Running a small business or non-profit is a tough these days. The dismal economy created a lack of willingness to spend or donate. Etsy & eBay are creating online “local shops” that replace brick & mortar stores. Mobile apps are creating an easy way to shop at big box retailers over local retailers. Kickstarter & Causes are taking dollars away from local non-profits. Even Google & Amazon are testing same-day delivery of merchandise & fresh food. How do these businesses create such innovative services that attract thousands of interested customers?
It’s all marketing. Creating the perception that their services are better, cheaper & more convenient. The good news is you can do the same thing. If you haven’t re- examined your marketing, you get a big marketing #FAIL, hashtag and all. Chin up, there’s room to improve. Here’s four marketing fails to notice and improve on:
Paying for Art, Not Ads
You may have a graphic designer creating Louvre-worthy ads with the latest fonts & images but if they’re shrugging their shoulders when you ask them “what market, which outlet & how often should I place this ad?” you just wasted money. Create without strategy is simply art. Creative design with strategy & market research is marketing.
Since you’re probably not in the art collecting business, focus on finding a marketing consultant that will research your industry, analyze the SWOT out of you, and creative a marketing strategy that is cohesive, effective and measurable. Whether it’s storefront design, a brand revamp, smarter social media, or ecommerce, marketing experts will design successful strategies. Graphic designers just design graphics.
Not Measuring Response
Oh, look, your ad came out nicely. Yes, it did, thanks, you say. Did it work? Um, well. Ok, stop, that’s a big #fail. If you’re advertising without measuring ROI, you’re just gambling. This isn’t AC; this is your business. Every ad you place should have a value proposition, consistency, an internal expectation of ROI, and a method for measuring response.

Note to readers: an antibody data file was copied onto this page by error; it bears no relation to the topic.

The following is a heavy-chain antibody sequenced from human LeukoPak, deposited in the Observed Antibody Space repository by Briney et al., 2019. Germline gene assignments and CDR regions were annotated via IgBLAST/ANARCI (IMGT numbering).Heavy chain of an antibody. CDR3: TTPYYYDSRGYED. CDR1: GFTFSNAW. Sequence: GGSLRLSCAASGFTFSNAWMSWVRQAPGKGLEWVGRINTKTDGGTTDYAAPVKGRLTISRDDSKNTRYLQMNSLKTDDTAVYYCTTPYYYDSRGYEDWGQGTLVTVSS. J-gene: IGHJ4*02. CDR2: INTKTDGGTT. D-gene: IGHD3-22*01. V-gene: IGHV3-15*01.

Don’t sit back and expect ads with a “great deal!” to drive traffic. Every dollar you spend on marketing should come back to you with at least a story about what worked or what didn’t work. Consistency is the key to response and ROI measurement. Follow the advice of Glengarry Glen Ross – A.I.D.A (Attention, Interest, Decision, Action). It will take a consistent, reinforced marketing effort for customers to take action. Just like stocks, marketing is an stable investment, not a one-time gamble.
Impersonal vs. Personal Marketing
Magazines, newspapers, paid email lists & websites are all “media middlemen” that let you reach their audience. Key word: their audience. It’s a good option for reaching potential customers impersonally, but is not a substitute for reaching current customers personally. Key words here: impersonal and personal.
Refocus on personal marketing. Best way? Social media. A business page creates conversation, buzz and feedback around you. And build your email list. Sending a weekly email will keep customers noticing you. Don’t just talk about sales when you communicate. Poll people. Chat with them about anything. Share highs and lows with them. Bring your in-store personal experience to them when they’re not actually in your store. Personal marketing should be primary, not secondary.
Fear of Changing The Game
Remember when Apple personalized mobile phones with the App Store? Or how about when Netflix started steaming movies online to the chagrin of Blockbuster? Saw the stories about how a Silicon Valley mobile app called Uber took over the NYC taxi business? Google it.
These brands all changed the way business is done, setting new standards & creating new opportunities. They changed the game entirely. Fast fact: everyone wins when change is created; the customer gets more for less and the business becomes the hero to the customer.
Don’t wait for your sales to go red before scratching your head. ABC. Always Be Changing. If you don’t create change, a competitor will. Run a SWOT analysis every quarter to determine where you stand against competition. Can’t change? Then freshen up your look. Customers will always be attracted to freshness. You never lose looking fresh. The end goal, though, is to match a your fresh image with new offerings as a result of change.
We’ve all been caught off guard before when it came to missing opportunities or failing to see change coming. Refocus your efforts on creating new opportunities, changing the game & communicating your unique value in smarter ways. That’s the start of a marketing #success.
henry Isaacs Marketing | 646.833.8604 | firstname.lastname@example.org | www.henryisaacs.net